The Handmaid's Tale

red stencil walkers
Many people that I know read The Handmaid’s Tale in high school. I didn’t. Because so many people come to it when they are younger, when they are developing their consciousnesses, I thought the book would be more polemical, more manifesto. The book makes a clear statement, and has the anger and righteousness of a manifesto, but I was surprised to discover that Offred’s voice was an ambivalent, human voice. I thought it was an extremely brave thing of Atwood to do to have so much of Offred’s internal monologues, especially her regrets, to focus on the loss of her child and husband. It would be less complicated to have a character that only has hate for men, only resents her own ability to create children, but by embracing that complication, the book seems more truthful to me. It’s incredible to think how much time has passed since the publication of the book, and how nothing so substantial has changed that it seems to invalidate the premise of the story.
I’m thinking of this story in Fortune about women in the tech industry. One way of saying that “Everyone was the same, and no one was like me.” is that these jobs are not designed to be filled by people who have a family. Sometimes that means no women, but even their male workers are expected to have a “traditional” family structure simply because these men cannot contribute in that way to the household. There’s a scene in the Tale where all women workers are summarily fired and their financial accounts frozen. We despise the men in that story for saying nothing. Maybe that wouldn’t happen in reality today, but if there was suddenly a new law that meant that maternity leave was more inconvenient/more expensive for employers and women workers suddenly found their careers stalled or themselves forced out, how many workplaces are there in which men would stand up? Would we say anything if it didn’t happen all in one day? Would I notice?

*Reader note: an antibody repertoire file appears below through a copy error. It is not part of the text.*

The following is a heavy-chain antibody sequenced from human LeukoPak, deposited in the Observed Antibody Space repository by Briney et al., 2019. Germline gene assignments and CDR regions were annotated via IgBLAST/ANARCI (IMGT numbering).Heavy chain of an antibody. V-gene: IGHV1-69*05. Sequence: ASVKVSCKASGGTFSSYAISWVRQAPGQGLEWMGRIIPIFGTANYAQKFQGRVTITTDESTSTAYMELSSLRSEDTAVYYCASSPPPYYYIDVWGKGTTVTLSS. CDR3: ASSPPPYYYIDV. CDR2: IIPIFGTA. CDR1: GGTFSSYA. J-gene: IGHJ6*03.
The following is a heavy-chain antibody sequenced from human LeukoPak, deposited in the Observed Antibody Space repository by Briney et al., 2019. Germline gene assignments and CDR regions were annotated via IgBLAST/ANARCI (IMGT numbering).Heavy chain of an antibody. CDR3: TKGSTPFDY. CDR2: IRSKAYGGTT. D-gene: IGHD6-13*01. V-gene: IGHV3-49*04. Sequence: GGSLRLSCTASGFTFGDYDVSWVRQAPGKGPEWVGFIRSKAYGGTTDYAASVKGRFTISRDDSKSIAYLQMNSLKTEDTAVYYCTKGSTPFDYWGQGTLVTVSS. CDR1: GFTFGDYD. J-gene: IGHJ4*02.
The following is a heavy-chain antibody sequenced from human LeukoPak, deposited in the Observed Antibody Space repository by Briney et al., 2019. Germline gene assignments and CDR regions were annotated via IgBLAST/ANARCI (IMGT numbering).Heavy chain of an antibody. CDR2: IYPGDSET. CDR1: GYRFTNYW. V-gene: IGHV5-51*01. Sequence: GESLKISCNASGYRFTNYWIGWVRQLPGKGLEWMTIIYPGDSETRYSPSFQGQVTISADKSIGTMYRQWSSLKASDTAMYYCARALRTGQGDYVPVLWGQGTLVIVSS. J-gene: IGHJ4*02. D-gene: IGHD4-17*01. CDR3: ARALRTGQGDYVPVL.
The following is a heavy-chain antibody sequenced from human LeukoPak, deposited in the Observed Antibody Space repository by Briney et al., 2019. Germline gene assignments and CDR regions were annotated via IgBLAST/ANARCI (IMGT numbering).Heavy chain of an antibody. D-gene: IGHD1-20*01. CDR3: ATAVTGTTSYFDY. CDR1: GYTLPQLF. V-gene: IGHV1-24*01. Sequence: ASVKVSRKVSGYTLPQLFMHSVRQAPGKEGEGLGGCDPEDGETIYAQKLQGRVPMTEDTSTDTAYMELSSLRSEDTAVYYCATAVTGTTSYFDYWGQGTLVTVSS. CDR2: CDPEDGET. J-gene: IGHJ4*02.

I’m also thinking of an episode of The Dick Cavett Show  I watched once while I was fucked up. Carole Burnett was the guest.I thought it was the craziest thing I had ever seen, because she was so comfortable, relaxed, bantery, funny. And also because she seemed to have the cool/funny girl schtick that I associate with entertainers like Mindy Kaling, Tina Fey or Lena Dunham. The pose that says that Sexism is bullshit and totally happens to me but I can joke about it and I’m not going to let it stop me because eh, what are you going to do? But then again, there’s something aggressive about a male interviewer opening his segment by grilling her about her sexual history. And we look at that as both banter and also as something uncomfortable, something that probably wouldn’t happen today. But if it did, it would seem “edgy” and “honest” and we would all get a thrill out of breaking the same taboo that Burnett and Cavett were breaking. Especially now as Lena Dunham becomes the center, again, of whether she is or is not a Feminist Icon of Our Times, I can’t help but look back and forth between Dunham and Burnett and the context of their times and think This will never be enough. And then I think about how lonely Margaret Atwood must get sometimes if she’s spent her entire life thinking that all of it will never be enough.

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